Have you or your loved ones ever experienced a mental health crisis?
If so, you know how important it is to receive calm, compassionate healthcare. And even if you haven’t, you’re still likely aware that poor care can worsen or even accelerate a mental health crisis.
That’s where psychologist nurse practitioners come in. Their unique training can save the day.
If you’re interested in specializing in this career, here’s a quick explanation of how to become a psychiatric nurse practitioner and the salary and duties you should expect.
What is a psychiatric nurse practitioner?
Psychiatric-mental health nurse practitioners typically work in hospitals and inpatient facilities and are trained in the primary care of patients struggling with mental and emotional imbalances. They’re experts in assisting with long-term mental illnesses and any immediate concerns stemming from traumatic events.
Compassion and empathy are musts here. Patients can become agitated or feel unheard when voicing their concerns, especially if you don’t pair your technical competencies with a gentle bedside manner. This agitation puts themselves and others at risk.
Although this career requires a comprehensive education before landing your first job, mental health care is always in demand; your nurse psychologist salary will handsomely compensate you for it.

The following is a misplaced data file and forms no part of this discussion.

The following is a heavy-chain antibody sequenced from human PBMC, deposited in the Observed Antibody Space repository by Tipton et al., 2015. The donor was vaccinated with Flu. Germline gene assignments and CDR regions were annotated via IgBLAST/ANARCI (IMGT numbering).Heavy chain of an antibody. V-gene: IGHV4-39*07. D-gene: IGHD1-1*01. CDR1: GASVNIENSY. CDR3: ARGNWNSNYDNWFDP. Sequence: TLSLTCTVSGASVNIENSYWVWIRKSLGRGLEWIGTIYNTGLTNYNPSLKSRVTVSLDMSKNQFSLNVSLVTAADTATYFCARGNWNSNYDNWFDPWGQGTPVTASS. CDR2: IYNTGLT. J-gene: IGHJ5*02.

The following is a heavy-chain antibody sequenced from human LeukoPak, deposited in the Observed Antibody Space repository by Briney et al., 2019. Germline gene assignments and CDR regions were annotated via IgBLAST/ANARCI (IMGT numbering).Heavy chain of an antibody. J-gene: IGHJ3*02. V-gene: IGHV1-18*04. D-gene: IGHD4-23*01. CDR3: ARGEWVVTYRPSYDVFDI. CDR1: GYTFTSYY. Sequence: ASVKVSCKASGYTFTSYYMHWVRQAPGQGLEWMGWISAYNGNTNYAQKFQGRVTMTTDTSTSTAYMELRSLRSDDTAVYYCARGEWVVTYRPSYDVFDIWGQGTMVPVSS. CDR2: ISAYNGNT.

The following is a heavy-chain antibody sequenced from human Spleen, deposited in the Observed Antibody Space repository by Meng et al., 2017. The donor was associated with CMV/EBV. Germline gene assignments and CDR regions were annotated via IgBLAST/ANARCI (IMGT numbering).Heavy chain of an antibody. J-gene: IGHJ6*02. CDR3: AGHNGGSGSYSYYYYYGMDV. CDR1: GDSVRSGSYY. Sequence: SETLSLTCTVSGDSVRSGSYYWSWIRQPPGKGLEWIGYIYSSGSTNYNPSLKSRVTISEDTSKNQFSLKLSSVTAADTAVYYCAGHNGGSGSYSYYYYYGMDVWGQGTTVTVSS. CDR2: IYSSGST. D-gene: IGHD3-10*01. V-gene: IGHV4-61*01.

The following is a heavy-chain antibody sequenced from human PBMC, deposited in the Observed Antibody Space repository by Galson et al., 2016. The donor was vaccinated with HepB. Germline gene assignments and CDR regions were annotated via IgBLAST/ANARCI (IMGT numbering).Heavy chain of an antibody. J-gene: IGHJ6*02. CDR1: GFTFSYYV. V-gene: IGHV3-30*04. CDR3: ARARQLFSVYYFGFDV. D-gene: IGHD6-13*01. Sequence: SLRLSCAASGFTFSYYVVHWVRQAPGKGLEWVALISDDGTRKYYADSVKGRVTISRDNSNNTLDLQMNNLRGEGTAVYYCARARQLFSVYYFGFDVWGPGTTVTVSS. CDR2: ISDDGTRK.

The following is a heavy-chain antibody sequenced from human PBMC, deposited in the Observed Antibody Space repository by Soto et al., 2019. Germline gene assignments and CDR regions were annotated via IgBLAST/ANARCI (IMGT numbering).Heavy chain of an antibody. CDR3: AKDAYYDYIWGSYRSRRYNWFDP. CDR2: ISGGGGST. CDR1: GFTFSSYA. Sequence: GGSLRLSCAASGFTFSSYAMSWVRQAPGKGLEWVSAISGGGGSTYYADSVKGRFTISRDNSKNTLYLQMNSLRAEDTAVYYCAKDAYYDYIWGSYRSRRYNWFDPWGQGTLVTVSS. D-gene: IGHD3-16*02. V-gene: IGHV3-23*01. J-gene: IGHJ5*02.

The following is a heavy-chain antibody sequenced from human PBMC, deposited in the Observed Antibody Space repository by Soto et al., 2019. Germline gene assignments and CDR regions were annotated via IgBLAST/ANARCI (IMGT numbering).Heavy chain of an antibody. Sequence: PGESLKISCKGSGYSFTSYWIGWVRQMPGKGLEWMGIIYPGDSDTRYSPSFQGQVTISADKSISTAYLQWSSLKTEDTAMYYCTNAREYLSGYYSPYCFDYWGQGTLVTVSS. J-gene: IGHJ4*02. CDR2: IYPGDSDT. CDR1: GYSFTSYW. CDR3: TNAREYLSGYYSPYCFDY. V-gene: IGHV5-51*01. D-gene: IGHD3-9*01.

What does a psychiatric nurse practitioner do?
As with all advanced practice registered nurses, you’ll be responsible for a handful of tasks on a day-to-day basis. These tasks include:
- Screening incoming patients for signs of mental illness, trauma, or substance abuse
- Using screening methods to diagnose patient conditions
- Helping patients cope with the side effects of trauma
- Liaising with a patient’s family members to handle outpatient care (especially if the patient is a minor)
- Guiding patients on how to meet their mental health needs
- Overseeing crisis intervention and case management
Higher up in the chain of experience, some psychiatric nurses also:
- Prescribe medication
- Provide group or individual therapy to patients
- Help your colleagues develop health care policies for the patients at your facility
- Make referrals to other healthcare professionals for treatment
Psychiatric nurses treat mental health conditions like PTSD, depression, anxiety, eating disorders, and personality disorders. The personal skills that are essential for this delicate, emotionally taxing work include:
- Showing empathy and compassion
- Acting with diplomacy and tact when communicating with a patient’s family members
- The ability to remain calm during a crisis
Like most nurses, you’ll need to wear a uniform to work and may have to conform to a reasonably rigid dress code. For more information, read up on the meaning behind medical scrub colors and how they can impact your career.
Where do psychiatric mental health nurse practitioners work?
Mental health crises or chronic conditions often require robust facilities to assist people in distress. Because of this, these specialized nurses usually work in psychiatric hospitals or the psychiatric wing of a generalized facility.